June 17, 2024
Final report from inquiry into nursing home murders turns focus to fixing Ontario long-term care system
How was former long-term care nurse Elizabeth Wettlaufer, the worst serial killer in Canadian health care, able to go undetected killing so many, for so long
How was former long-term care nurse Elizabeth Wettlaufer, the worst serial killer in Canadian health care, able to go undetected killing so many, for so long?

Five years after her last murder, the question still haunts many Southwestern Ontarians – especially the families of the eight vulnerable people she killed.

How did former long-term care nurse Elizabeth Wettlaufer, the worst serial killer in Canadian health care, go undetected killing so many, for so long, at nursing homes in Woodstock and London?

Just as important, what will Queen’s Park do to fix the issues in the largest and most complex long-term care system in the country, one with more than 600 homes and about 78,000 residents?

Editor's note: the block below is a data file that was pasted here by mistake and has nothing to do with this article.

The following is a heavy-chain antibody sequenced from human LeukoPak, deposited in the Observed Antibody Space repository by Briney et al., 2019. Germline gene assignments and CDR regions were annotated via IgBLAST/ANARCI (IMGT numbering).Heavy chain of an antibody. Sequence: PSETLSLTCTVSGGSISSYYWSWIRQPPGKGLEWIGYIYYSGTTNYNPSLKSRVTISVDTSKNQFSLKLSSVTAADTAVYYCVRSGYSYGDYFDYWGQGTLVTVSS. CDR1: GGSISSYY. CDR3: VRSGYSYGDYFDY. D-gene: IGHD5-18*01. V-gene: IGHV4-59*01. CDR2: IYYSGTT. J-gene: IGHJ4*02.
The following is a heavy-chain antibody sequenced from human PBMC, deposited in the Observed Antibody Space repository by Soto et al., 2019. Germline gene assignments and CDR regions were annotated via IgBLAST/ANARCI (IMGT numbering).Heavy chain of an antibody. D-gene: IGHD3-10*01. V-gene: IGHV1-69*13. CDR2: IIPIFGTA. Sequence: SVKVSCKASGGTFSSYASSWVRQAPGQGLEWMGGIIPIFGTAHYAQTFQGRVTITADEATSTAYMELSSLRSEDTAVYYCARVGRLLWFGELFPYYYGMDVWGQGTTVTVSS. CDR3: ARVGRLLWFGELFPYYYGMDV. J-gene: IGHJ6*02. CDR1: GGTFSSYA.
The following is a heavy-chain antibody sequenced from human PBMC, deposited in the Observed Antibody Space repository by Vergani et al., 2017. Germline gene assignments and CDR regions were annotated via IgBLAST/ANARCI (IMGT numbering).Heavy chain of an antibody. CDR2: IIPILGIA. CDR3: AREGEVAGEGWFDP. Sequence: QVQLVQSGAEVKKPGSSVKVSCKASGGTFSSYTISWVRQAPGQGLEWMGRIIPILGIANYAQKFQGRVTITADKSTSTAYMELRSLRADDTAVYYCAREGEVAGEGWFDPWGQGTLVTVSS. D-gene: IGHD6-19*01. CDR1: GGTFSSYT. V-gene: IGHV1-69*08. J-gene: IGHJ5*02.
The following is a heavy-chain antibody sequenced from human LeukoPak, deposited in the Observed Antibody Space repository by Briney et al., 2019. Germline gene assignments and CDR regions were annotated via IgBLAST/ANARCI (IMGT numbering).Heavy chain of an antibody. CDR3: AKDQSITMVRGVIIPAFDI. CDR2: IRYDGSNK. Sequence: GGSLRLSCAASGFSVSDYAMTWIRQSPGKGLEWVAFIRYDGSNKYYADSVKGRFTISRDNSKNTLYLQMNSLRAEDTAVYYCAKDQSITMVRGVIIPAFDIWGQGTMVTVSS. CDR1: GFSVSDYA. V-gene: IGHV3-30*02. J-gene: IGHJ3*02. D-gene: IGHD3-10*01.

Only when Wettlaufer confessed to the murders – and to trying to kill four other vulnerable people in her care, and assaulting two others – did her deadly crime spree, carried out silently with lethal insulin injections, come to light.

It sent her to prison, with no chance of parole for 25 years.

Missed or overlooked long before then, however, were early warning flags, including a firing months into her first job at a northern Ontario hospital, suspicions of drug abuse and theft and, tellingly, another firing by the Woodstock home where she killed seven people, only to go on to another home in London where she found her final victim.

Some of the answers are expected, finally, Wednesday, with the final report due out of a public inquiry into Ontario’s long-term care system that was called in the fallout of Wettlaufer’s crimes.

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